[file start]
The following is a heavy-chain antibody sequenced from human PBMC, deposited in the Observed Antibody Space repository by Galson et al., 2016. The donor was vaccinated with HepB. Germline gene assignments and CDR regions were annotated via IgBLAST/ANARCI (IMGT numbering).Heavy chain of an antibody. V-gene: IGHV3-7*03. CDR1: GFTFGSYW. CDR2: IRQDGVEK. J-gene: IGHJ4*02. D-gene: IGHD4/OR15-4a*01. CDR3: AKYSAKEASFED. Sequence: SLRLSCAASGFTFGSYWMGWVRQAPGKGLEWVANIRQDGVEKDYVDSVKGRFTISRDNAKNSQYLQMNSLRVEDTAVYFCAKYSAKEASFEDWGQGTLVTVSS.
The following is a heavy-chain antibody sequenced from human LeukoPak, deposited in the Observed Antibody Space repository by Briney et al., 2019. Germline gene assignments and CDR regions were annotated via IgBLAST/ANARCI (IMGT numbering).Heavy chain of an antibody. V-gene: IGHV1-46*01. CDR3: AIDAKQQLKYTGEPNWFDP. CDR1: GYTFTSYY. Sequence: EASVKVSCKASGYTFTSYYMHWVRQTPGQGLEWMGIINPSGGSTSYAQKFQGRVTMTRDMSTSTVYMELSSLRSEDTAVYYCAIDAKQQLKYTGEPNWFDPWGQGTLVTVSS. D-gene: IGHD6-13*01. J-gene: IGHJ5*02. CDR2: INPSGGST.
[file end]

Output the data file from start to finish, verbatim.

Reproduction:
The following is a heavy-chain antibody sequenced from human PBMC, deposited in the Observed Antibody Space repository by Galson et al., 2016. The donor was vaccinated with HepB. Germline gene assignments and CDR regions were annotated via IgBLAST/ANARCI (IMGT numbering).Heavy chain of an antibody. V-gene: IGHV3-7*03. CDR1: GFTFGSYW. CDR2: IRQDGVEK. J-gene: IGHJ4*02. D-gene: IGHD4/OR15-4a*01. CDR3: AKYSAKEASFED. Sequence: SLRLSCAASGFTFGSYWMGWVRQAPGKGLEWVANIRQDGVEKDYVDSVKGRFTISRDNAKNSQYLQMNSLRVEDTAVYFCAKYSAKEASFEDWGQGTLVTVSS.
The following is a heavy-chain antibody sequenced from human LeukoPak, deposited in the Observed Antibody Space repository by Briney et al., 2019. Germline gene assignments and CDR regions were annotated via IgBLAST/ANARCI (IMGT numbering).Heavy chain of an antibody. V-gene: IGHV1-46*01. CDR3: AIDAKQQLKYTGEPNWFDP. CDR1: GYTFTSYY. Sequence: EASVKVSCKASGYTFTSYYMHWVRQTPGQGLEWMGIINPSGGSTSYAQKFQGRVTMTRDMSTSTVYMELSSLRSEDTAVYYCAIDAKQQLKYTGEPNWFDPWGQGTLVTVSS. D-gene: IGHD6-13*01. J-gene: IGHJ5*02. CDR2: INPSGGST.